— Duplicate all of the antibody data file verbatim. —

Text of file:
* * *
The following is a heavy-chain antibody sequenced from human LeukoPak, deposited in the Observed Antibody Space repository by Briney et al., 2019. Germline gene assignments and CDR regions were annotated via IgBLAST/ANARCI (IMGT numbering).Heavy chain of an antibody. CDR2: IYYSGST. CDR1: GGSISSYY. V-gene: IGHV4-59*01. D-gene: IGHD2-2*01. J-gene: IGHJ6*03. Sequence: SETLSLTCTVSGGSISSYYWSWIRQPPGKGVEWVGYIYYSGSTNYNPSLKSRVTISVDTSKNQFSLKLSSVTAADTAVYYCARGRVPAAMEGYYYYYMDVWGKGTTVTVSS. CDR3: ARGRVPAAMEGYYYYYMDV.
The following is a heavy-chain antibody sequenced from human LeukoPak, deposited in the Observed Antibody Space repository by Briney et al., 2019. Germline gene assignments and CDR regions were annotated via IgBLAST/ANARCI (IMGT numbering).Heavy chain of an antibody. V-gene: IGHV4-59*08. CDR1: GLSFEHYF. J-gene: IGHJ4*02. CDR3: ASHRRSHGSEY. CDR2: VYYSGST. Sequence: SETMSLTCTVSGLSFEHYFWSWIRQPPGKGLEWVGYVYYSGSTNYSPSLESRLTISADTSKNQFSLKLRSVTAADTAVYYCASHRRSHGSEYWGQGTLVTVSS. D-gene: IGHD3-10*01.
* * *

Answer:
The following is a heavy-chain antibody sequenced from human LeukoPak, deposited in the Observed Antibody Space repository by Briney et al., 2019. Germline gene assignments and CDR regions were annotated via IgBLAST/ANARCI (IMGT numbering).Heavy chain of an antibody. CDR2: IYYSGST. CDR1: GGSISSYY. V-gene: IGHV4-59*01. D-gene: IGHD2-2*01. J-gene: IGHJ6*03. Sequence: SETLSLTCTVSGGSISSYYWSWIRQPPGKGVEWVGYIYYSGSTNYNPSLKSRVTISVDTSKNQFSLKLSSVTAADTAVYYCARGRVPAAMEGYYYYYMDVWGKGTTVTVSS. CDR3: ARGRVPAAMEGYYYYYMDV.
The following is a heavy-chain antibody sequenced from human LeukoPak, deposited in the Observed Antibody Space repository by Briney et al., 2019. Germline gene assignments and CDR regions were annotated via IgBLAST/ANARCI (IMGT numbering).Heavy chain of an antibody. V-gene: IGHV4-59*08. CDR1: GLSFEHYF. J-gene: IGHJ4*02. CDR3: ASHRRSHGSEY. CDR2: VYYSGST. Sequence: SETMSLTCTVSGLSFEHYFWSWIRQPPGKGLEWVGYVYYSGSTNYSPSLESRLTISADTSKNQFSLKLRSVTAADTAVYYCASHRRSHGSEYWGQGTLVTVSS. D-gene: IGHD3-10*01.